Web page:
One of the most emotional parts of divorce is the matter of child custody. Some families are lucky, and the couple can easily reach an agreement, keeping their kids out of the battle, even if there is high animosity in other areas. But for many couples, custody is a sticking point.
The most important thing to keep in mind is that the best interest of the child or children must come first. Nevada favors custody arrangements that foster a good relationship between the child and each parent. It is always best if parents can come to an agreement on custody, but you should talk to your divorce attorney about the arrangement to make sure that it is fair and that you are not short-changing yourself or your child to appease your spouse and avoid having to fight for what is truly best.
Divorce attorney Thomas C. Bradley can guide you through this process and fight for your parental rights when necessary. Please call us at 775-323-5178 to schedule your confidential consultation. We proudly serve Reno and Sparks, Nevada.
How Custody Is Determined in Nevada
In some cases, parents work together to create their own custody agreement. If they cannot, the courts will make the decisions. The best interest of the child is all that matters to the courts in family law cases. A custody determination is not used to punish or reward either spouse for their conduct in the marriage. However, your conduct during divorce proceedings will affect custody outcomes if the court feels that you are trying to use your child as a bargaining piece or trying to damage the relationship between your child and the other spouse.
Nevada considers many factors to determine what is in the best interest of the child. A few examples include:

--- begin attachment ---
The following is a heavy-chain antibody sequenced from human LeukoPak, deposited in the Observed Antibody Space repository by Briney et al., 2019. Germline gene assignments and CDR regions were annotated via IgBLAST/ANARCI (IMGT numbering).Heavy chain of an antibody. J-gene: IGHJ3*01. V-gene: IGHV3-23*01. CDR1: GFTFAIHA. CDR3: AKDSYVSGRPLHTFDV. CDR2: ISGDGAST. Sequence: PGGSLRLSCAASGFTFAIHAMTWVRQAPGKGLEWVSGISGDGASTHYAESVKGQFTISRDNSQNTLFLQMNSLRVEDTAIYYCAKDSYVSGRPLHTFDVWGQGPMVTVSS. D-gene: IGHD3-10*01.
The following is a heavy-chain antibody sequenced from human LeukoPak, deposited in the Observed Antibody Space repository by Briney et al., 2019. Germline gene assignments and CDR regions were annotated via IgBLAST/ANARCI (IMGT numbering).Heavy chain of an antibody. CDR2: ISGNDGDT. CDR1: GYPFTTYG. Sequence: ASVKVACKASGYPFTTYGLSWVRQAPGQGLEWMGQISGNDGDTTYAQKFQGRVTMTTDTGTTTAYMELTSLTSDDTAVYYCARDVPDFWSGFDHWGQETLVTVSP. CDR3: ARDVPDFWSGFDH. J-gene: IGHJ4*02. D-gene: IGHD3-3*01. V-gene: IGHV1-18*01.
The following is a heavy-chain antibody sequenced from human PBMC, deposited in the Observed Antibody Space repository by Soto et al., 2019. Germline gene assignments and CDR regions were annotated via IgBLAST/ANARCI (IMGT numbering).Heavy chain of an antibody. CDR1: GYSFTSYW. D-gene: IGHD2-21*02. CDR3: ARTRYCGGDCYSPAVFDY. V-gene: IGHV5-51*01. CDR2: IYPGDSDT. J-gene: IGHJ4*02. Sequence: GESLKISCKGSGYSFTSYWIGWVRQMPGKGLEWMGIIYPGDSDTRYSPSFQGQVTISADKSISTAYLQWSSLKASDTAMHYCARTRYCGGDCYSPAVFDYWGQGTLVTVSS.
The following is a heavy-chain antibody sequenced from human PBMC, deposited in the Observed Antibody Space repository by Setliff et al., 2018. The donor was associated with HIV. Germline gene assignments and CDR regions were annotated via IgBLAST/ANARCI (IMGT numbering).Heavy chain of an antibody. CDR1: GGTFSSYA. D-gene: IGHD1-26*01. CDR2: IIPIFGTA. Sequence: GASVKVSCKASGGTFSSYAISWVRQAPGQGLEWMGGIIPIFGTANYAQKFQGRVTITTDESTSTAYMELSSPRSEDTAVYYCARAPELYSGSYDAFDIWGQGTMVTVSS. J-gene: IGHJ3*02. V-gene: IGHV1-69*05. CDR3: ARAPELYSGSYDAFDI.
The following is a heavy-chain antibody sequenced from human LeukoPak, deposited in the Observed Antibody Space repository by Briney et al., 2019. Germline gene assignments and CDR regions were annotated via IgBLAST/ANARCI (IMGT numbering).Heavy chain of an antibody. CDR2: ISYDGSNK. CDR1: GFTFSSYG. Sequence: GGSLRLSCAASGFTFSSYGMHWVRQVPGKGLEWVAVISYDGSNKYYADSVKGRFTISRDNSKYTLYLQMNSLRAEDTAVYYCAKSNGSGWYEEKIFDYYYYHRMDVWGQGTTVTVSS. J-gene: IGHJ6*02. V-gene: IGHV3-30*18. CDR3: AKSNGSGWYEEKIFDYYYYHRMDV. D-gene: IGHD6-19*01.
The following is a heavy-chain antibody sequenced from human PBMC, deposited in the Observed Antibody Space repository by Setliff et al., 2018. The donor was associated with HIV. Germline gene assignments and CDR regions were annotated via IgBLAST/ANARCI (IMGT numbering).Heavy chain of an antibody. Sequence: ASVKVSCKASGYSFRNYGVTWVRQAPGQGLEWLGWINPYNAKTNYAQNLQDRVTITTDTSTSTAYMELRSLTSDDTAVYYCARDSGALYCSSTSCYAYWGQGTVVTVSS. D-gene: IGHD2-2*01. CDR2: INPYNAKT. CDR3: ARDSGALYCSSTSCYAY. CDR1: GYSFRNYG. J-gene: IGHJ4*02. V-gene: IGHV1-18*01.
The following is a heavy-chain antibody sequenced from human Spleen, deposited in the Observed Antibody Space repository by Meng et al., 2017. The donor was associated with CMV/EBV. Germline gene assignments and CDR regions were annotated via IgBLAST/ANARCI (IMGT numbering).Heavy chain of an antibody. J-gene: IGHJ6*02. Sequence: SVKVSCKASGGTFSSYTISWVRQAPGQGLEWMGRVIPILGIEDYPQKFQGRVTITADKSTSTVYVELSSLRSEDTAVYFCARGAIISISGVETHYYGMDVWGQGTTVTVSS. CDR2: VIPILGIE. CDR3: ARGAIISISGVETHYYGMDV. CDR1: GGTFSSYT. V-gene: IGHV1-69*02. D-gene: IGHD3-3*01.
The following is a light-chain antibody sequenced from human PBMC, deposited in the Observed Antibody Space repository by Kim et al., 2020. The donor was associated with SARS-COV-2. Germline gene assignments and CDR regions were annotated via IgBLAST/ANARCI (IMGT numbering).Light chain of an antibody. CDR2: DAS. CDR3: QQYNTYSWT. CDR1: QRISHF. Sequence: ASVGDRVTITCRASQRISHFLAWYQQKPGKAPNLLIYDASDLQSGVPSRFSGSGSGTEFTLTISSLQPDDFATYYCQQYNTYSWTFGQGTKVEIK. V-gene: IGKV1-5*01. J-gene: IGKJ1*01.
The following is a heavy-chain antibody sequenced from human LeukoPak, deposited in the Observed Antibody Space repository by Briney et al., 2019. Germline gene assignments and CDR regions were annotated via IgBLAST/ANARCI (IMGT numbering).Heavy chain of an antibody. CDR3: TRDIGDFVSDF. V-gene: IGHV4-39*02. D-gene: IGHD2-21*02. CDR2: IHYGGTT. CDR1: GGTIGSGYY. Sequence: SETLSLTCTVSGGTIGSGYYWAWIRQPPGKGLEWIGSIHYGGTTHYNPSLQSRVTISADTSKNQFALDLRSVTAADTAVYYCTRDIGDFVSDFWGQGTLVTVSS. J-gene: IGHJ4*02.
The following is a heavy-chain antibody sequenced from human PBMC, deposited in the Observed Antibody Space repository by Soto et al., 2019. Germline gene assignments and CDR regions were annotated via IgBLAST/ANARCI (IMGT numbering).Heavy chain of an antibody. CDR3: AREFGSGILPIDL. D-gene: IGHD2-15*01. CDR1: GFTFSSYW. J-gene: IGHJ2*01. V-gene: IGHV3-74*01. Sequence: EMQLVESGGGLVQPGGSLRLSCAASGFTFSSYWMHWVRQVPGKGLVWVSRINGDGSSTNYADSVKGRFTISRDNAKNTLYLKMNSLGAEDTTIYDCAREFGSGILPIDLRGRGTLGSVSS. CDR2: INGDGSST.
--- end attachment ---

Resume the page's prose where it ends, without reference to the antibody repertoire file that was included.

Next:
- Any child abuse, child neglect or domestic violence committed by the parent
- The wishes of the child
- The ability to maintain relationships between the child and siblings
- Each parent’s ability to meet the child’s needs
- Nature of the relationship between the child and each parent
- Which parent is more likely to allow a relationship between the child and the non-custodial parent
Physical and Legal Custody
Physical custody refers to who the child lives with. Legal custody refers to who gets to make important life decisions for the child. Examples of the types of decisions that are included in legal custody include:
- Whether the child will attend public or private school
- Decisions regarding extracurricular activities
- If the child will wear braces
- If the child can have an elective surgery
- Religious affiliation of the child, if any
In most cases, parents will have joint legal custody, regardless of the physical custody arrangement. The exception being if a parent is ruled unfit.
Physical Custody: Joint, Primary with Visitation, or Sole Custody
Joint custody is generally favored now, in Nevada. In joint custody, the child spends about half of their time with each parent, but it is not a strict 50/50 split. As long as the child is spending at least 40% of their time with each parent, it is considered joint custody.
In cases where joint custody is not appropriate, one parent will receive primary custody with the other parent having visitation rights. The parent who has the child more than 60% of the time has primary custody. In such case, there will be a visitation schedule for the non-custodial parent. There are no specific requirements for how the schedule is structured or how much time a child spends with the noncustodial parent, but the schedule must be specific enough to be enforceable.
Custodial parents do not have the right to deny or interfere with visitation, even if the non-custodial parent is behind on child support. If one parent denies the other parent visitation, the court can order make-up visits. A parent who continually denies visitation can be held in contempt of court and go to jail. In extreme cases parents who prevent visitation can be charged with a felony. Likewise, a parent who refuses to return a child can be charged with a felony.
In sole custody, one parent has physical custody and the other parent does not have visitation rights. This is very rare in Nevada.
Schedule Your Child Custody and Visitation Consultation Today
If are dealing with a child custody or visitation issue in Reno or Sparks, Nevada, please call 775-323-5178 or email (Tom@TomBradleyLaw.com) the Law Office of Thomas C. Bradley online to set up your initial consultation.